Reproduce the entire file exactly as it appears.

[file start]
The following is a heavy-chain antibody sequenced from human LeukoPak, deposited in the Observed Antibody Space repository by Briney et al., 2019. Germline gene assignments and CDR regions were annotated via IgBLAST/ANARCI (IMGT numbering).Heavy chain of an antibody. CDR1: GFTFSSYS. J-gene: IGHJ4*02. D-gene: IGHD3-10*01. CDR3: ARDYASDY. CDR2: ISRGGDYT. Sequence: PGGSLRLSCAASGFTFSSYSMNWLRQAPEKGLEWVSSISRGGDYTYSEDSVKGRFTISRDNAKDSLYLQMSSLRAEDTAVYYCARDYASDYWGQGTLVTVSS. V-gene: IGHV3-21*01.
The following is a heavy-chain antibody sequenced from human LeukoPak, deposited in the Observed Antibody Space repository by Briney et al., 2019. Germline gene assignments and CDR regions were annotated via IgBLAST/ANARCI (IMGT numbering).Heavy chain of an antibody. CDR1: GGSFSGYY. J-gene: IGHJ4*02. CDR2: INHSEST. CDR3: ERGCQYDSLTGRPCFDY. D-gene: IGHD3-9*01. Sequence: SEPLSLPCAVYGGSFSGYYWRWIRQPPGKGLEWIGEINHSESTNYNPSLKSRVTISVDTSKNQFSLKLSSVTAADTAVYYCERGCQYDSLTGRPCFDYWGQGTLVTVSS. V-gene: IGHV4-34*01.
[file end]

The following is a heavy-chain antibody sequenced from human LeukoPak, deposited in the Observed Antibody Space repository by Briney et al., 2019. Germline gene assignments and CDR regions were annotated via IgBLAST/ANARCI (IMGT numbering).Heavy chain of an antibody. CDR1: GFTFSSYS. J-gene: IGHJ4*02. D-gene: IGHD3-10*01. CDR3: ARDYASDY. CDR2: ISRGGDYT. Sequence: PGGSLRLSCAASGFTFSSYSMNWLRQAPEKGLEWVSSISRGGDYTYSEDSVKGRFTISRDNAKDSLYLQMSSLRAEDTAVYYCARDYASDYWGQGTLVTVSS. V-gene: IGHV3-21*01.
The following is a heavy-chain antibody sequenced from human LeukoPak, deposited in the Observed Antibody Space repository by Briney et al., 2019. Germline gene assignments and CDR regions were annotated via IgBLAST/ANARCI (IMGT numbering).Heavy chain of an antibody. CDR1: GGSFSGYY. J-gene: IGHJ4*02. CDR2: INHSEST. CDR3: ERGCQYDSLTGRPCFDY. D-gene: IGHD3-9*01. Sequence: SEPLSLPCAVYGGSFSGYYWRWIRQPPGKGLEWIGEINHSESTNYNPSLKSRVTISVDTSKNQFSLKLSSVTAADTAVYYCERGCQYDSLTGRPCFDYWGQGTLVTVSS. V-gene: IGHV4-34*01.